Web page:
The National Flood Insurance Program has paid about $8.6 billion in claims from Hurricane Harvey and projects all claims from the three 2017 hurricanes to total about $9.7 billion, according to a new report compiled by the Congressional Research Service. That total is nearly 40 percent less than the estimate provided last fall that spurred Congress to erase $16 billion of the program’s debt to taxpayers.
The CRS authors attributed the current claims estimates to email correspondence with congressional affairs staff of the Federal Emergency Management Agency, which oversees the flood program. The officials noted that the $9.7 billion total does not include loss adjustment expenses, which would add another 5.3 percent, nor does it include supplemental claims payments or expenditures for increased cost of compliance.
An April update from CRS noted that FEMA now projects the NFIP will see between $8.7 and $8.84 billion of total claims from Hurricane Harvey and between $1.003 and $1.04 billion of claims from Hurricane Irma. Hurricane Maria is only projected to produce between $25 and $34 million in claims, due to extremely low flood-insurance penetration in Puerto Rico. Thus, even at the high end of the estimates, the 2017 storms would produce just $10.22 billion of NFIP claims, or 36 percent less than the debt Congress voted to forgive.
And it is now clear that Congress’ debt forgiveness plan was utterly for naught. The proposal to forgive the $16 billion, based on FEMA’s then-current projections of total 2017 hurricane claims, came in October from White House Budget Director Mick Mulvaney. In a letter to Vice President Mike Pence, Mulvaney proposed paring that forgiveness with a series of reforms that largely mirrored, and in some cases went beyond, those included in H.R. 2874, the 21st Century Flood Reform Act, which passed the U.S. House in November by a 237-189 vote.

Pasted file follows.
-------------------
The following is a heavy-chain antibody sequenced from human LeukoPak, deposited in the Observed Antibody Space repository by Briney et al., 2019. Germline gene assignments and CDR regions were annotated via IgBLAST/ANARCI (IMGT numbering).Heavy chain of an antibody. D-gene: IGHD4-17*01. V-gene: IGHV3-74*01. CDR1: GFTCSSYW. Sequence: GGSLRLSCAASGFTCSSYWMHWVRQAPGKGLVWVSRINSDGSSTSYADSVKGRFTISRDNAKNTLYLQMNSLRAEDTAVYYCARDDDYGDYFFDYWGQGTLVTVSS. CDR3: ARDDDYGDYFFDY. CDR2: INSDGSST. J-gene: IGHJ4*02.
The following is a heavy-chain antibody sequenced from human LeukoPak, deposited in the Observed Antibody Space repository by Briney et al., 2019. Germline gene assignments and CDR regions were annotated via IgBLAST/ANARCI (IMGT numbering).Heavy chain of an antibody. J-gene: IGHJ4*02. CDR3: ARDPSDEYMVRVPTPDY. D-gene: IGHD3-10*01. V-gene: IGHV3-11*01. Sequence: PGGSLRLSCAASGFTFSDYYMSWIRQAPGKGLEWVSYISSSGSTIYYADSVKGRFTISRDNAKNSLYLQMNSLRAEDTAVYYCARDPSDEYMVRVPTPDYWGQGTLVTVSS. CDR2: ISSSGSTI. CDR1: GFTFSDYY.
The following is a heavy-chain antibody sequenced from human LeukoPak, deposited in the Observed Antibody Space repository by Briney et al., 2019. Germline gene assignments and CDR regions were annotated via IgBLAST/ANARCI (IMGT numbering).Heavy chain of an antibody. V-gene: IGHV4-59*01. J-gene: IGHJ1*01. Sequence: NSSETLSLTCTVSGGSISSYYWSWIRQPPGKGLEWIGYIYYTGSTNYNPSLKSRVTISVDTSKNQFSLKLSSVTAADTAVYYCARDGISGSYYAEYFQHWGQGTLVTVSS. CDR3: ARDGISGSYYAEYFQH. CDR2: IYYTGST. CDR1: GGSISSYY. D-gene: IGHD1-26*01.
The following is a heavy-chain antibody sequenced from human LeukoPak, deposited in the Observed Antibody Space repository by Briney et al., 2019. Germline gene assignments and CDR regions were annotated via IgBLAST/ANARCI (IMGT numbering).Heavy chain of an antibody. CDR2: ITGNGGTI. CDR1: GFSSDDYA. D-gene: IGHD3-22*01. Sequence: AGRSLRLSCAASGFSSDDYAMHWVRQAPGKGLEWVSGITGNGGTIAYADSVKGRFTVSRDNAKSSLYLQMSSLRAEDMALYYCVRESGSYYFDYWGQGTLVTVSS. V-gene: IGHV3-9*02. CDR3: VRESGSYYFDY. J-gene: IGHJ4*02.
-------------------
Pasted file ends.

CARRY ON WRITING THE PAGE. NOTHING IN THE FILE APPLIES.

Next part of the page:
But while Congress moved within weeks to forgive the debt, the reforms never came. Even though the NFIP’s statutory authority was scheduled to expire Sept. 30, 2017, the Senate Banking Committee has yet to take any action at all on flood insurance this session. Instead, the program has been continued through a series of six short-term reauthorizations, with the current one set to expire July 31.
Another six-month extension of the program was included in the Senate version of the farm bill, passed June 28, although it’s not certain whether it will remain in the bicameral version that emerges from conference committee. A stand-alone six-month reauthorization also has been introduced by Sen. John Kennedy, R-La., as S. 3128. Whichever path it takes, a six-month extension would push long-term reauthorization, and any hope for fundamental reform, into the 116th Congress, whose partisan leadership remains very much uncertain.
As we move into the heart of the 2018 Atlantic Hurricane Season, with Beryl having recently been named the season’s first hurricane, FEMA reports the NFIP has about $15.7 billion of claims-paying capacity, including $9.9 billion of borrowing authority from the U.S. Treasury.
The program had previously capped out its borrowing authority of $30.425 billion in September 2017, borrowing the remaining $5.825 billion on Sept. 22. Congress voted to cancel the $16 billion of debt in late October, but the NFIP subsequently borrowed an additional $6.1 billion in November 2017. As the following graph illustrates, the program remains about $20.5 billion in debt to taxpayers.
All told, since 2004, when the program’s debt was $0, the NFIP has borrowed $39.4 billion from taxpayers. It has repaid just $2.82 billion of that principle. In a report last September, the Congressional Budget Office projected that, as currently structured, the program should be expected to lose $1.4 billion on an annual basis.
With red ink as far as the eye can see, the time for reform is now, not in six months. This can is too expensive to kick any further down the road.
Image credit: Bart Sadowski